More awful news of rocker deaths: Tom Petty has died at 66. Here’s a quote from New York Daily News, citing TMZ (who actually have a pretty good track record on such matters:

(Petty) was found unconscious and not breathing in his Malibu home, and was subsequently taken to the UCLA Santa Monica Hospital, where he ‘had no brain activity.’

Take a look at NYDN’s profile.

Right here.

And check out this classic SNL clip as introduced by Howard Hesseman.


Molly Hatchet founding member Dave Hlubek has died at 66. Hatchet guitarist Bobby Ingram shared the information on the band’s Facebook page:

It is with great sorrow to announce the passing of our beloved friend and band member Dave Hlubek. Amongst his many contributions to southern rock is ‘Flirtin’ with Disaster.’ He will be missed but never forgotten, as the music lives on through his legacy in Molly Hatchet.

Take a look at the post right here.

And check out an archive interview with the Jacksonville Times-Union right here.

Too many RIP posts around here. Now it’s Walter Becker, gone at 67. One half of the Steely Dan braintrust, he had recently missed shows due to a medical procedure. Pitchfork summarizes the band’s late career revival:

(A) series of personal trials and professional exhaustion caused their breakup in 1981. They eventually got back together in 1993, and have been touring ever since.

Read more right here.

And take a look at this article from Something Else that lays out “five instances where Walter truly shines on both Steely Dan and Becker solo records as much as the highly-touted session players who get all the glory for their hired-hand contributions.”


Jazz guitar legend John Abercrombie has died of heart failure at 72. He leaves behind a robust discography comprising dozens of adventurous fusion albums as a leader and collaborator. A note from the Ottawa Citizen:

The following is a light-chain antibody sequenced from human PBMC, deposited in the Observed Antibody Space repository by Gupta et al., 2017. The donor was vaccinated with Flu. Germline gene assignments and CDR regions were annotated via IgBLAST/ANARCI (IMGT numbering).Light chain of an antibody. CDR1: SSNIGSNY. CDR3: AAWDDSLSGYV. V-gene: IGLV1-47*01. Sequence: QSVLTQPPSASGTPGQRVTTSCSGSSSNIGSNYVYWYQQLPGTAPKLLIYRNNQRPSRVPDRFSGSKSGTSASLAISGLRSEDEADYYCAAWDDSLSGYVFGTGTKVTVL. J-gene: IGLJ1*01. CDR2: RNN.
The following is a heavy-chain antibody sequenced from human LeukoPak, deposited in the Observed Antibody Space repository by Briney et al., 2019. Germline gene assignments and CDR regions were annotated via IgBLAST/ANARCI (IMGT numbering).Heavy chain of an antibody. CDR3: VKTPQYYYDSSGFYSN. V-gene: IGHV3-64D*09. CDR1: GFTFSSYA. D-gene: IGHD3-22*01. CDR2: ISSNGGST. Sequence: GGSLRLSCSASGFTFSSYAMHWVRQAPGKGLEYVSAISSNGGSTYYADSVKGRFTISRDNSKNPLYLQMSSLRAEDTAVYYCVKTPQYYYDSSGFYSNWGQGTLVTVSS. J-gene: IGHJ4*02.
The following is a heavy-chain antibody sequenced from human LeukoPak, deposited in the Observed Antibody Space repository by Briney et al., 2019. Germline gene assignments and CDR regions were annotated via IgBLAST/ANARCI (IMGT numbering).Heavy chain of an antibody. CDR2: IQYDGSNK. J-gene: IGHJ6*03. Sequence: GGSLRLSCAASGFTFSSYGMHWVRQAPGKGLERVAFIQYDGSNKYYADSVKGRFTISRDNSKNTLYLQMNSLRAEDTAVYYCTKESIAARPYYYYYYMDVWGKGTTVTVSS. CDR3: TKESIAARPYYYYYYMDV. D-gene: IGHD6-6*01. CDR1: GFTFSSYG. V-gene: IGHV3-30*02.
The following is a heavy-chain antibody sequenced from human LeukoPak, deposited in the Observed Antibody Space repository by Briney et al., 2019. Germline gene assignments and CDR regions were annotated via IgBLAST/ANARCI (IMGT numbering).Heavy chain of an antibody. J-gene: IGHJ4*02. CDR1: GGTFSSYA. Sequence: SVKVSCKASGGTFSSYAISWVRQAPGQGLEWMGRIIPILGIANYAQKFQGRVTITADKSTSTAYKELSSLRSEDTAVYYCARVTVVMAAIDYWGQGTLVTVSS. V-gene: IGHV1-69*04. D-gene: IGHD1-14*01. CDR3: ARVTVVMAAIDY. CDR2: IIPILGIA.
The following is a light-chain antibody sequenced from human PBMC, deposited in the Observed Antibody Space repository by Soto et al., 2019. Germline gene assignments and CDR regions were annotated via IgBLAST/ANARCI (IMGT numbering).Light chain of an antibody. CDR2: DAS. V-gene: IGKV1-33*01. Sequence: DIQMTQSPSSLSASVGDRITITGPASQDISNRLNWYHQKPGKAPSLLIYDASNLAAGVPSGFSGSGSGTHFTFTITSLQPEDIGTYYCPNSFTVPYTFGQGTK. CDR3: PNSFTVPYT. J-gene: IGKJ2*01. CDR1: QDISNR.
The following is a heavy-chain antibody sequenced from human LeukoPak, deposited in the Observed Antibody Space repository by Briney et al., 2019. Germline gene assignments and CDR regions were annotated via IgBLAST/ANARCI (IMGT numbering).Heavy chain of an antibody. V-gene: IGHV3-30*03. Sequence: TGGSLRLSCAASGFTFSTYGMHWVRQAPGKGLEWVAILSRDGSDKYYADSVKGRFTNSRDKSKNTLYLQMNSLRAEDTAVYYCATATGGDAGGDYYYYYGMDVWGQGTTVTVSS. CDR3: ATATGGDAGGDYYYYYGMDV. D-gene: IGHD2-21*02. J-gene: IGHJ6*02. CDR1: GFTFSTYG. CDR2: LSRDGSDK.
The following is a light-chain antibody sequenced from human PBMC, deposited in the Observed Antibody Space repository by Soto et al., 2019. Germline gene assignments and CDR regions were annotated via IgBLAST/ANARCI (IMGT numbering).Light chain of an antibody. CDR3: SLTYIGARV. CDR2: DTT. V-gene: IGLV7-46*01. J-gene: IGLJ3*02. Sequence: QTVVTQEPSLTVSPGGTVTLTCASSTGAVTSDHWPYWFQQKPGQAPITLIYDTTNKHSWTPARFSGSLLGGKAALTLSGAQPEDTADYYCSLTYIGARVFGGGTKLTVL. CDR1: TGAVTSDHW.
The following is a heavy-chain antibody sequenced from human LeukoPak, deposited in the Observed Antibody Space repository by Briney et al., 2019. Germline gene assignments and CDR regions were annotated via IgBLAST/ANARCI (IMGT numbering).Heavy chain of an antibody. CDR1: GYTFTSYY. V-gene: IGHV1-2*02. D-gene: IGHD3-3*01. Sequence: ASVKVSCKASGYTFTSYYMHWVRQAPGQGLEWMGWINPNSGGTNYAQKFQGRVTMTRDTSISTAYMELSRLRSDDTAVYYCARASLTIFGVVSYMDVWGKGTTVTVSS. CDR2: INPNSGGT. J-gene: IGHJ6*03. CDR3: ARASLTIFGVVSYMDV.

Abercrombie had had health problems in recent years, including a stroke earlier this year. John died peacefully after a long illness at Hudson Valley Hospital outside of Peekskill, N.Y., in the presence of his family.

Read more and listen to some excellent playing at the Citizen.

Right here.

Glen Campbell’s health troubles have been well documented and his ultimate passing at 81 was not unexpected, but it stings nevertheless. Here are a couple of thoughts from The New Yorker:

He sang in a clear voice that was particularly well-suited to songs of compromise—anything that betrayed all the strange negotiations we allow in order to move deeper into the lives we want. His dexterity with a guitar—he is an agile, artful picker—never seemed to wane.

Dexterity is definitely one way to put it. Check out this compilation of often blistering, always tasteful solos:

Read more from the Times right here.

Well, this is shocking: Chris Cornell is dead at 52. A solo artist in his own right, Cornell was, of course, known as vocalist and guitarist for Soundgarden, Temple of the Dog, and Audioslave. Here’s an excerpt from a statement Cornell’s representative gave CNN:

His wife Vicky and family were shocked to learn of his sudden and unexpected passing. They would like to thank his fans for their continuous love and loyalty and ask that their privacy be respected at this time.

Read the full article right here.

Very sad to memorialize the exalted Allan Holdsworth who has died at 70. Early on the guitarist recorded with the likes of Tempest, Soft Machine, and The New Tony Williams Lifetime, but secured his place as a legend with solo albums like I.O.U. and Metal Fatigue. Holdsworth’s daughter Louise shared the following on Facebook:

We would appreciate privacy and time while we grieve the loss of our dad, granddad, friend and musical genius. We are undeniably still in shock with his unexpected death and cannot begin to put into words the overwhelming sadness we are experiencing.

A known beer aficionado, presumably Allan would appreciate us raising a pint and enjoying this live reading of “Where is One.”

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